A group of scientists has discovered a “more elegant chemotherapy” that can accurately target cancer cells in the fight against the disease.
The research successfully killed cancer cells, while leaving healthy people around them using a technology that relies on DNA editing tools.
Scientists said that this technique has already been used in mice and could be used in the next two years.
Professor Dan Peer, a cancer specialist at Tel Aviv University in Israel, reported that there are “no side effects” and believes that “a cancer cell treated in this way will not reactivate.” Israel time.
“This technology can increase the life expectancy of cancer patients and we hope that one day, will cure the disease.”
The journal was published by scientists from Tel Aviv University, New York University and Harvard Medical School Science advance.
Scientists claim that this is the first time in the world that Crisp genome editing technology, which works by cutting off a portion of DNA, has been used effectively to treat cancer in an animal.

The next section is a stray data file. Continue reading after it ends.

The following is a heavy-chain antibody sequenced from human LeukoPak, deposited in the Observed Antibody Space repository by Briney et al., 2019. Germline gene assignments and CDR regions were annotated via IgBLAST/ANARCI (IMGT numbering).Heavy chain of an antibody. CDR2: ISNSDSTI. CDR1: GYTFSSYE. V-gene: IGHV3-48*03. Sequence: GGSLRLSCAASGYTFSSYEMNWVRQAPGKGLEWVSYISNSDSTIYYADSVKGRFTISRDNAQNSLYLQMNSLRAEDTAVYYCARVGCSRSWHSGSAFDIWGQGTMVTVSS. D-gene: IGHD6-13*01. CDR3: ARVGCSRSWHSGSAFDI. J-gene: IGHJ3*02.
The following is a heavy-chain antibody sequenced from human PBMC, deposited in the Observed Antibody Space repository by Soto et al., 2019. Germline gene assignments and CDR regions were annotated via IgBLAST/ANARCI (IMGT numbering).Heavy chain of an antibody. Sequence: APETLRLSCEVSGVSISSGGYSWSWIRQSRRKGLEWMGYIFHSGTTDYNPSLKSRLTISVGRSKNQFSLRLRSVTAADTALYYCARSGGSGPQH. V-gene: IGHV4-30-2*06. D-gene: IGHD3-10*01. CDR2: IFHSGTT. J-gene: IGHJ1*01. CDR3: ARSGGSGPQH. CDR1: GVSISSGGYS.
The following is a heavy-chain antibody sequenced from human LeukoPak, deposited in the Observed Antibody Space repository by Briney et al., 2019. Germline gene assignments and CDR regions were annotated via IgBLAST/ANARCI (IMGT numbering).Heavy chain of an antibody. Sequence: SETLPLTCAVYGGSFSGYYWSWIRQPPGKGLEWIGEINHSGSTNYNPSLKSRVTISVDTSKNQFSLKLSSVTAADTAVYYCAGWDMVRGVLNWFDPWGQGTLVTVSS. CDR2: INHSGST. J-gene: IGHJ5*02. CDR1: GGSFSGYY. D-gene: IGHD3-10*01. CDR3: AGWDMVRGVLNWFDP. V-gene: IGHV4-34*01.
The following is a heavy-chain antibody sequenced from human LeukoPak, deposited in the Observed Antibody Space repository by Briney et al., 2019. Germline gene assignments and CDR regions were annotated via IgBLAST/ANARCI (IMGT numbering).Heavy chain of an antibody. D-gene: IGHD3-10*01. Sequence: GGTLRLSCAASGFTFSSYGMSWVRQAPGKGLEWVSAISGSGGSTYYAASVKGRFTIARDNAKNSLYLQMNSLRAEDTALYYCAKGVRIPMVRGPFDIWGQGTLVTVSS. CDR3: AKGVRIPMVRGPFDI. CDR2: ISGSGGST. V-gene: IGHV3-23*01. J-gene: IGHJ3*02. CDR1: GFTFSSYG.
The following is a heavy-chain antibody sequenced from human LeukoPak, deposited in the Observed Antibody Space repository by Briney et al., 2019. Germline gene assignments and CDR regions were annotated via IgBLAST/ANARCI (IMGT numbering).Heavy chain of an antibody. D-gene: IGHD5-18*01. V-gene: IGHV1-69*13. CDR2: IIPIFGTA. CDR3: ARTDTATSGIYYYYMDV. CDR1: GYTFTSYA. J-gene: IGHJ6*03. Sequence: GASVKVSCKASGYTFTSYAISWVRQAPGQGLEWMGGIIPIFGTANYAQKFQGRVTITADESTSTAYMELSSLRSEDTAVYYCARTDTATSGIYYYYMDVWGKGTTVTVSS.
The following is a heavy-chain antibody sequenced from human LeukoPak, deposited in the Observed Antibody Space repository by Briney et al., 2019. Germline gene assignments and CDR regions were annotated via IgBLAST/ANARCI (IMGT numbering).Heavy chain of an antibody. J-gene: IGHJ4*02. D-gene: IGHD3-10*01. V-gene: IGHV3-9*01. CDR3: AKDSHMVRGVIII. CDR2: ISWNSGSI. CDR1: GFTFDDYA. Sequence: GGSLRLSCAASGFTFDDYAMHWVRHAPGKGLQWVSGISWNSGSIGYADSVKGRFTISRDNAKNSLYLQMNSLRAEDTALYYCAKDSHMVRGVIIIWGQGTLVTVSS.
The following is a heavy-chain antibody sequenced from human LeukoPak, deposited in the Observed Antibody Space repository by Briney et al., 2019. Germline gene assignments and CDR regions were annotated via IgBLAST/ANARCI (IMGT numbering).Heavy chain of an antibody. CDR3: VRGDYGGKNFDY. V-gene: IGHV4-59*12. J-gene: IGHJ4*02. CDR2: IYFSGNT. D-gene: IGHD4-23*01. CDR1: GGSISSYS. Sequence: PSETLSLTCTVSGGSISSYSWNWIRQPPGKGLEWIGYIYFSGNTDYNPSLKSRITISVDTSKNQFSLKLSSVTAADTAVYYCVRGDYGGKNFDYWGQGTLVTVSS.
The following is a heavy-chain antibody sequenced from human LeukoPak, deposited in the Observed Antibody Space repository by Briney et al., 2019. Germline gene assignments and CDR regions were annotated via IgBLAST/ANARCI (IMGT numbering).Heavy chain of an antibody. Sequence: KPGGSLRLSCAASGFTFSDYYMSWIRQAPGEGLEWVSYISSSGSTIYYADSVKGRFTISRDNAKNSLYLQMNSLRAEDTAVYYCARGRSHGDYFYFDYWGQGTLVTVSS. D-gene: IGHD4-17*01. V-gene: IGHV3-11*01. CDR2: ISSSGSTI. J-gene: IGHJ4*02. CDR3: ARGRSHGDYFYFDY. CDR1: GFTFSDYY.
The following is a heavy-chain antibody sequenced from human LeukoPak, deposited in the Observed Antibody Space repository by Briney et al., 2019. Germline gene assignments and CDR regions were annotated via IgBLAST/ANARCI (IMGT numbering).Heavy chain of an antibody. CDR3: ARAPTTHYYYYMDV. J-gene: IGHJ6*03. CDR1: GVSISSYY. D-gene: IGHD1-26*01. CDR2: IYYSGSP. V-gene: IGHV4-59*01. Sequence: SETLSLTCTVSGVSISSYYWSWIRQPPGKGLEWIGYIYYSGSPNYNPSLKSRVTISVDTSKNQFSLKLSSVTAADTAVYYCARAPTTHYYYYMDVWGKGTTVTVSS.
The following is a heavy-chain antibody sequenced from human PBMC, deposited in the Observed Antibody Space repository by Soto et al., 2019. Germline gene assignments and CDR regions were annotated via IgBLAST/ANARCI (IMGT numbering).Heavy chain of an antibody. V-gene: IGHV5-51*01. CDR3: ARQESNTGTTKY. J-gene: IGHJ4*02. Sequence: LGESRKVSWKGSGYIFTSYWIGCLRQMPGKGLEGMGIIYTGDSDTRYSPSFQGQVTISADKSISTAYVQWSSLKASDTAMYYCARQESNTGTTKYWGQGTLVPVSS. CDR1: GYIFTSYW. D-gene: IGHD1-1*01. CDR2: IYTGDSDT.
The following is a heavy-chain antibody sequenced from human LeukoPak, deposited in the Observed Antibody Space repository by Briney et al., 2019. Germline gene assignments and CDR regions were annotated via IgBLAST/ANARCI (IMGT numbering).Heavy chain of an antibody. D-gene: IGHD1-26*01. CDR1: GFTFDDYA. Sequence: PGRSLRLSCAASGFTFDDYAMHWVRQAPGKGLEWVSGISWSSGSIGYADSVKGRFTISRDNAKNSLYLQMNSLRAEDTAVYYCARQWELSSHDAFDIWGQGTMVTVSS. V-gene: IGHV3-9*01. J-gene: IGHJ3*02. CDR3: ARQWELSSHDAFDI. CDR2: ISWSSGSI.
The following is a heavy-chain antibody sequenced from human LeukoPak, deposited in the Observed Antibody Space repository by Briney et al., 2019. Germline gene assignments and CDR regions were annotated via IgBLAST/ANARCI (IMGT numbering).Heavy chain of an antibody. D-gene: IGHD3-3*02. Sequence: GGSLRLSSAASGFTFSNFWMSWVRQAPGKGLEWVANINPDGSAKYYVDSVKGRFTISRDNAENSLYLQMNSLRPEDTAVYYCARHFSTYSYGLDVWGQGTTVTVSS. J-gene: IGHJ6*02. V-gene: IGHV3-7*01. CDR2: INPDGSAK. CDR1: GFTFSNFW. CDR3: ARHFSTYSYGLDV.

Professor Pir explained that if this technique is used then “we can destroy a tumor” within three treatments because it “can physically cut DNA in cancer cells, and those cells will not survive.” ”
He acknowledged that the technology needed to be “developed more”, but the main point from the current study is that he has shown that it can “kill cancer cells”.
The scientists noted that mice battling cancer had double life expectancy and had a 30 percent higher survival rate than the control group.
Professor Peer stated that once adapted to humans, this treatment can be highly personalized and can be adapted for each patient given, either as a normal injection or a direct injection into a tumor.
For the study, the researchers focused on the two most deadly cancers – metastatic ovarian cancer and glioblastoma, an aggressive type of brain cancer. In glioblastoma, life expectancy and survival rates are usually very low.
But, according to the study, injections against glioblastoma “inhibited tumor growth by 50 percent” and “improved survival by 30 percent”, while in the case of ovarian tumors it “increased survival by 80 percent” Hui.”
“The ability to inhibit gene expression in tumors in vivo opens new avenues for cancer treatment and potential applications for research and targeted gene editing,” the study said.